Information is franchisees' best friend in agreement with franchisors

…the local industry was completely unregulated and franchisees were heavily dependent on the franchisor, which had a lot of power. "It's all about the contract that you sign," she said. "Although the law treats the franchisor and the franchisee as equal … there is only one person who is in charge."
July 10, 2008

Information is franchisees' best friend in agreement with franchisors
Slindile Khanyile

Durban - The proposed Consumer Protection Bill needed to be specific about the information that a franchisor had to disclose to ensure that franchisees were not abused, Tanya Woker, a professor of law at the University of KwaZulu-Natal, said this week.

Woker, who has researched franchising for five years, said the local industry was completely unregulated and franchisees were heavily dependent on the franchisor, which had a lot of power.

"It's all about the contract that you sign," she said. "Although the law treats the franchisor and the franchisee as equal … there is only one person who is in charge."

The bill, which introduces various requirements that will change the way consumers are treated in business dealings - such as disclosure of material information - is before parliament and should be passed before the end of the year.

The Franchising Association of SA (Fasa) suggests that its franchisor members use its disclosure document, but it does not compel them to do so.

Franchising is seen as a safe way to enter business, particularly for first-time entrepreneurs, who buy into tried and tested business models instead of starting from scratch.

The rewards could be fantastic in a deal with a good franchisor who acted in good faith, watched market trends and advertised, while the franchisee concentrated on growing the business, said Woker.

But it appears that this is not always the case. Last week, former Mr Video franchisees, whose ventures were unsuccessful, blamed the franchisor and said the contract was designed to set them up for failure.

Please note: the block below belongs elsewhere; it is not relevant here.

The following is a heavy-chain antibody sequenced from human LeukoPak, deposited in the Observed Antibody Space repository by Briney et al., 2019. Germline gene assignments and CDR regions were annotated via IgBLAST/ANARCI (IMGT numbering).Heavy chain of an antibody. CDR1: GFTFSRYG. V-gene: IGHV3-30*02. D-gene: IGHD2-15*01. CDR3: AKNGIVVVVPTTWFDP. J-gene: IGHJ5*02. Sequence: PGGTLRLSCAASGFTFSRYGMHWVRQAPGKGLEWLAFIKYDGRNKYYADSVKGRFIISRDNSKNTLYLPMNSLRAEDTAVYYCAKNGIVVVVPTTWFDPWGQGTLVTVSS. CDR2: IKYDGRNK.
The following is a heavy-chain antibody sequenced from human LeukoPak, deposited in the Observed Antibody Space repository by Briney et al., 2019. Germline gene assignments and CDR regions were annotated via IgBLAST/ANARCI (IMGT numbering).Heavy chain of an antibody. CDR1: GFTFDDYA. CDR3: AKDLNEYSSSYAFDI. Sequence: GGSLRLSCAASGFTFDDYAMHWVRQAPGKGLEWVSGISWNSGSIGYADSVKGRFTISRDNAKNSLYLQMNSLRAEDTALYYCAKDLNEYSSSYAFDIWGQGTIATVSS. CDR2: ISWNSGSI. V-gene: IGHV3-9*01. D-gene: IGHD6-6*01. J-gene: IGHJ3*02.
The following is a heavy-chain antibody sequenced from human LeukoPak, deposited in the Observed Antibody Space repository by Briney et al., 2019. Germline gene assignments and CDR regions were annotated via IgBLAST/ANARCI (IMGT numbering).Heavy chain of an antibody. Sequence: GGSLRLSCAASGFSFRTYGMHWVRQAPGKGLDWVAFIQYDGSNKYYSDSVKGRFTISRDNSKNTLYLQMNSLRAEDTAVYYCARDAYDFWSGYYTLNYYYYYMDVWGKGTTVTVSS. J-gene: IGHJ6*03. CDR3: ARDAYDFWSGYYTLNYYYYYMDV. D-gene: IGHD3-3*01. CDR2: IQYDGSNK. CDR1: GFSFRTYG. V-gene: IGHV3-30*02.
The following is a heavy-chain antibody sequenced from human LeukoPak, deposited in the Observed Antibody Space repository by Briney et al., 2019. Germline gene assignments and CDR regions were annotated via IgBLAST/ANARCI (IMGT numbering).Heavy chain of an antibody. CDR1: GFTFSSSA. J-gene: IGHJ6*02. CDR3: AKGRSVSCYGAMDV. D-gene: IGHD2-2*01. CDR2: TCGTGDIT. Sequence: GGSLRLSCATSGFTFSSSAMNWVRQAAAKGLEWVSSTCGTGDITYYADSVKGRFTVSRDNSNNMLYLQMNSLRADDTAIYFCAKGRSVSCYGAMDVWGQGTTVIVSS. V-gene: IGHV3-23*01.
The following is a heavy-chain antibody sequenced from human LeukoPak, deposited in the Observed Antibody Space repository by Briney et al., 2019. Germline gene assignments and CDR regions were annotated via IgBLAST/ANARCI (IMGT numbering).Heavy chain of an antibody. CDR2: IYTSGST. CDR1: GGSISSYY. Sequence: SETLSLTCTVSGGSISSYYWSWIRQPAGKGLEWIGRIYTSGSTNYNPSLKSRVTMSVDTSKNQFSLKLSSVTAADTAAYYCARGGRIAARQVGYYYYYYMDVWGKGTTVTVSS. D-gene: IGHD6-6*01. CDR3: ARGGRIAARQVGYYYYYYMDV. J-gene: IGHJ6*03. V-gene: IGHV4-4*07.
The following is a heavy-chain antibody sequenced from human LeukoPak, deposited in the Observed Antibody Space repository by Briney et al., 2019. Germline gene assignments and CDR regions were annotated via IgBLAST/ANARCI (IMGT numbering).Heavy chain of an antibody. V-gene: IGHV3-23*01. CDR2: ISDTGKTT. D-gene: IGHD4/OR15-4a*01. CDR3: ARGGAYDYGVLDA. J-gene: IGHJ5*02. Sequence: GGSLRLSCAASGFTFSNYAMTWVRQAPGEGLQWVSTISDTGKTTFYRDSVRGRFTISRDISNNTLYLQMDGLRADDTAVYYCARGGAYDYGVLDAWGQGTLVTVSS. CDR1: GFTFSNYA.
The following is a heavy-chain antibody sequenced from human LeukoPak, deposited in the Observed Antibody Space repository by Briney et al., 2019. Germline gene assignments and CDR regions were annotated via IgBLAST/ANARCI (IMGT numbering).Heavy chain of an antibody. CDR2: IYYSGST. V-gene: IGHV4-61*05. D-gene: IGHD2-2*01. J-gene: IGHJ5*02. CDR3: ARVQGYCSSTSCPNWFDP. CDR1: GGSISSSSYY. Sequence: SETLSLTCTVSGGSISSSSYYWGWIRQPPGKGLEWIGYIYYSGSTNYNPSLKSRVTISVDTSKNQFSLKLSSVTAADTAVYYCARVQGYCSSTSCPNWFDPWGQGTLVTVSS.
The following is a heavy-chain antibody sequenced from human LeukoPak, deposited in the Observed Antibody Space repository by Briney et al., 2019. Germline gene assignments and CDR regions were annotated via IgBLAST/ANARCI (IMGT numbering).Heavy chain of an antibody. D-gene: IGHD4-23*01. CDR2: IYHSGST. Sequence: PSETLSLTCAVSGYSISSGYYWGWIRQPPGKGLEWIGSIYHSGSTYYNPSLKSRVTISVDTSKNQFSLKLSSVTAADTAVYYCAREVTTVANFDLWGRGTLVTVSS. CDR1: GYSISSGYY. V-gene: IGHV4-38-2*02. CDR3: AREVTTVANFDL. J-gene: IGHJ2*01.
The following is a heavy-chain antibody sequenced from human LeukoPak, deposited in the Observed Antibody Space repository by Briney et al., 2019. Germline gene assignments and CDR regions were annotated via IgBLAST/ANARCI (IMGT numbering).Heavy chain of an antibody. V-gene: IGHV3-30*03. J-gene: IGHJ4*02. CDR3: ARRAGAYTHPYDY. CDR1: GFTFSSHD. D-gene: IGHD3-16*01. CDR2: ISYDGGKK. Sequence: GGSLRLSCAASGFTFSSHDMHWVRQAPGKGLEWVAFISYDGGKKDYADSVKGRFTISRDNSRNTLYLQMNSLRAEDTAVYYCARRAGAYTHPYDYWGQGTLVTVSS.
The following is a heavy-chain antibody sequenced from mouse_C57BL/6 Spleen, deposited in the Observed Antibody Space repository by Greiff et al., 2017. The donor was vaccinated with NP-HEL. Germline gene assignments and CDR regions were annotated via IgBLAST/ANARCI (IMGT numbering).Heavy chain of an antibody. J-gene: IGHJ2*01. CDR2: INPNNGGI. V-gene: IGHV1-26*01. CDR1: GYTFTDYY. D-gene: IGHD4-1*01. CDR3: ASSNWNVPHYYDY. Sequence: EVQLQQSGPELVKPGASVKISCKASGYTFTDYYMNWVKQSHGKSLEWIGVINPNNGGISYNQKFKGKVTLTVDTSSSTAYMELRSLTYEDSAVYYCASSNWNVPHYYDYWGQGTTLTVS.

According to the Standard Bank Franchise Factor, compiled in 2006 by Bendeta Gordon of Franchize Directions, franchising contributes 12 percent to gross domestic product. There are 470 franchisors, 25 870 business units and the sector employs 412 428 people.

Elana Koral, the head of consulting at Franchize Directions, said it was hard to believe that a franchisor would, with premeditation, want to destroy a franchisee, as each franchise that closed injured the brand.

Koral said although Fasa did its best to get subscribing franchisors to abide by its code of ethics, it was both voluntary and unlegislated. "This naturally poses a risk to prospective franchisees, as there are no scrupulous requirements demanded of franchisors."

Franchise agreements would inherently be biased towards the franchisor, as it was investing its intellectual property and entrusting the image of its brand to third parties, she said.

"Anything that is grossly unfair will often be ruled out anyway by the competition commission's regulations. It is wise for a franchisee to get counsel before signing the franchisee agreement, to ensure his or her rights are being met according to legal norms," said Koral.

Carlo Gonzaga, the chief executive of Taste Holdings, which owns the Scooters Pizza and Maxi's brands, said one of the things that would make a franchise succeed or fail would be how much consumer appeal the concept had.

"The concept must also have some unique differentiation that will make the brand stand out, because it is easy to copy a concept but not a brand."

The franchisor must have the financial muscle to grow the business beyond the breakeven point, Gonzaga said.

Asked just how much responsibility franchisees had to ensure that they understood exactly what they were letting themselves in for, Koral said: "It is important for a prospective franchisee to conduct a thorough investigation of the franchisor beforehand."

This included interviewing existing franchisees - not necessarily the ones "the franchisor has told you to call" - compiling a business plan on the area and comparing the franchise opportunity against other business opportunities.

Vera Valasis, the executive director of Fasa, said that if there was a complaint against a Fasa member, the association was obliged to investigate. Fasa provided free mediation to members to resolve disputes.

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